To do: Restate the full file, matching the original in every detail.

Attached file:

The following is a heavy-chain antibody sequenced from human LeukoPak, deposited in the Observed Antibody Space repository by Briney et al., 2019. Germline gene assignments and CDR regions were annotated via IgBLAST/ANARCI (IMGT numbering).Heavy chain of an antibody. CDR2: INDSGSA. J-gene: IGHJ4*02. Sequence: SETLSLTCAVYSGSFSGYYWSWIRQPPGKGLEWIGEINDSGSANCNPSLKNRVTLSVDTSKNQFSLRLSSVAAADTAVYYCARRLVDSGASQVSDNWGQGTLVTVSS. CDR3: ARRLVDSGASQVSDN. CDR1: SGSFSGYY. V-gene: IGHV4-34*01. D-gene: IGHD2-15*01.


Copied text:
The following is a heavy-chain antibody sequenced from human LeukoPak, deposited in the Observed Antibody Space repository by Briney et al., 2019. Germline gene assignments and CDR regions were annotated via IgBLAST/ANARCI (IMGT numbering).Heavy chain of an antibody. CDR2: INDSGSA. J-gene: IGHJ4*02. Sequence: SETLSLTCAVYSGSFSGYYWSWIRQPPGKGLEWIGEINDSGSANCNPSLKNRVTLSVDTSKNQFSLRLSSVAAADTAVYYCARRLVDSGASQVSDNWGQGTLVTVSS. CDR3: ARRLVDSGASQVSDN. CDR1: SGSFSGYY. V-gene: IGHV4-34*01. D-gene: IGHD2-15*01.